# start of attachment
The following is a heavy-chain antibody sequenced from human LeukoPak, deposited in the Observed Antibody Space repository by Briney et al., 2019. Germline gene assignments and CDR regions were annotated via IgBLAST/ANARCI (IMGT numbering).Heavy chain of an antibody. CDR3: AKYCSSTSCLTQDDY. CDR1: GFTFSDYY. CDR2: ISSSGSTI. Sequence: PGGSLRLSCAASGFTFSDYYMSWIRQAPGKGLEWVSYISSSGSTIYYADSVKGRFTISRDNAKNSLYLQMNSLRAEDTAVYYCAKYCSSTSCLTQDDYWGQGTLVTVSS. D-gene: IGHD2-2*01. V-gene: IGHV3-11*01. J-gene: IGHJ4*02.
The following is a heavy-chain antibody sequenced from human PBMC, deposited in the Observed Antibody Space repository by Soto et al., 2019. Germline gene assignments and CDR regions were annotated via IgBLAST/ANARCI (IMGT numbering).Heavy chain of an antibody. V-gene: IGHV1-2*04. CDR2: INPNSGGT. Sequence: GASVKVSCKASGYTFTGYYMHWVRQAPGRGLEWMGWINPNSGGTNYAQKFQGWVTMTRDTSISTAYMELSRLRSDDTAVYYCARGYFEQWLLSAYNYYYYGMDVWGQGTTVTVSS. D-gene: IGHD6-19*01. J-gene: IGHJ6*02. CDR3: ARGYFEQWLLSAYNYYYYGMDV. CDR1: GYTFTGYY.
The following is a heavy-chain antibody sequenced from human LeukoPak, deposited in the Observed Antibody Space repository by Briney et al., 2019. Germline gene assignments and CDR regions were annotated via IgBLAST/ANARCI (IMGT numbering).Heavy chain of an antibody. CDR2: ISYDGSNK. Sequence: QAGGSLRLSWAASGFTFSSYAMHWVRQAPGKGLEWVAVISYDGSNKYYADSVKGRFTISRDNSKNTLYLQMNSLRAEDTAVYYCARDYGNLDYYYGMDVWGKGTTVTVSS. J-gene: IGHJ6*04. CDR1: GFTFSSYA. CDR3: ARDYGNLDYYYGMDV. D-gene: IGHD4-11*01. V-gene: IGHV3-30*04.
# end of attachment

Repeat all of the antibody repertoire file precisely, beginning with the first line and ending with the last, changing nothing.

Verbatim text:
The following is a heavy-chain antibody sequenced from human LeukoPak, deposited in the Observed Antibody Space repository by Briney et al., 2019. Germline gene assignments and CDR regions were annotated via IgBLAST/ANARCI (IMGT numbering).Heavy chain of an antibody. CDR3: AKYCSSTSCLTQDDY. CDR1: GFTFSDYY. CDR2: ISSSGSTI. Sequence: PGGSLRLSCAASGFTFSDYYMSWIRQAPGKGLEWVSYISSSGSTIYYADSVKGRFTISRDNAKNSLYLQMNSLRAEDTAVYYCAKYCSSTSCLTQDDYWGQGTLVTVSS. D-gene: IGHD2-2*01. V-gene: IGHV3-11*01. J-gene: IGHJ4*02.
The following is a heavy-chain antibody sequenced from human PBMC, deposited in the Observed Antibody Space repository by Soto et al., 2019. Germline gene assignments and CDR regions were annotated via IgBLAST/ANARCI (IMGT numbering).Heavy chain of an antibody. V-gene: IGHV1-2*04. CDR2: INPNSGGT. Sequence: GASVKVSCKASGYTFTGYYMHWVRQAPGRGLEWMGWINPNSGGTNYAQKFQGWVTMTRDTSISTAYMELSRLRSDDTAVYYCARGYFEQWLLSAYNYYYYGMDVWGQGTTVTVSS. D-gene: IGHD6-19*01. J-gene: IGHJ6*02. CDR3: ARGYFEQWLLSAYNYYYYGMDV. CDR1: GYTFTGYY.
The following is a heavy-chain antibody sequenced from human LeukoPak, deposited in the Observed Antibody Space repository by Briney et al., 2019. Germline gene assignments and CDR regions were annotated via IgBLAST/ANARCI (IMGT numbering).Heavy chain of an antibody. CDR2: ISYDGSNK. Sequence: QAGGSLRLSWAASGFTFSSYAMHWVRQAPGKGLEWVAVISYDGSNKYYADSVKGRFTISRDNSKNTLYLQMNSLRAEDTAVYYCARDYGNLDYYYGMDVWGKGTTVTVSS. J-gene: IGHJ6*04. CDR1: GFTFSSYA. CDR3: ARDYGNLDYYYGMDV. D-gene: IGHD4-11*01. V-gene: IGHV3-30*04.